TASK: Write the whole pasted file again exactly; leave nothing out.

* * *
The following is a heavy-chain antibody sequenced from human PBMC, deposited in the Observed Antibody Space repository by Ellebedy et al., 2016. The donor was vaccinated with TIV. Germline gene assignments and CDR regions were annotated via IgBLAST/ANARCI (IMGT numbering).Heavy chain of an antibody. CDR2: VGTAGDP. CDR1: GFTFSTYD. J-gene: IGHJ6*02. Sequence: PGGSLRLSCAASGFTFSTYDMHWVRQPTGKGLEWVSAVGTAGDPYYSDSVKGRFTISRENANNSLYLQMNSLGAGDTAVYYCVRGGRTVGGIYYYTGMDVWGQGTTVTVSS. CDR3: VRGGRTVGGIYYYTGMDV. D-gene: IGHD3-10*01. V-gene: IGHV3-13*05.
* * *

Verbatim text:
The following is a heavy-chain antibody sequenced from human PBMC, deposited in the Observed Antibody Space repository by Ellebedy et al., 2016. The donor was vaccinated with TIV. Germline gene assignments and CDR regions were annotated via IgBLAST/ANARCI (IMGT numbering).Heavy chain of an antibody. CDR2: VGTAGDP. CDR1: GFTFSTYD. J-gene: IGHJ6*02. Sequence: PGGSLRLSCAASGFTFSTYDMHWVRQPTGKGLEWVSAVGTAGDPYYSDSVKGRFTISRENANNSLYLQMNSLGAGDTAVYYCVRGGRTVGGIYYYTGMDVWGQGTTVTVSS. CDR3: VRGGRTVGGIYYYTGMDV. D-gene: IGHD3-10*01. V-gene: IGHV3-13*05.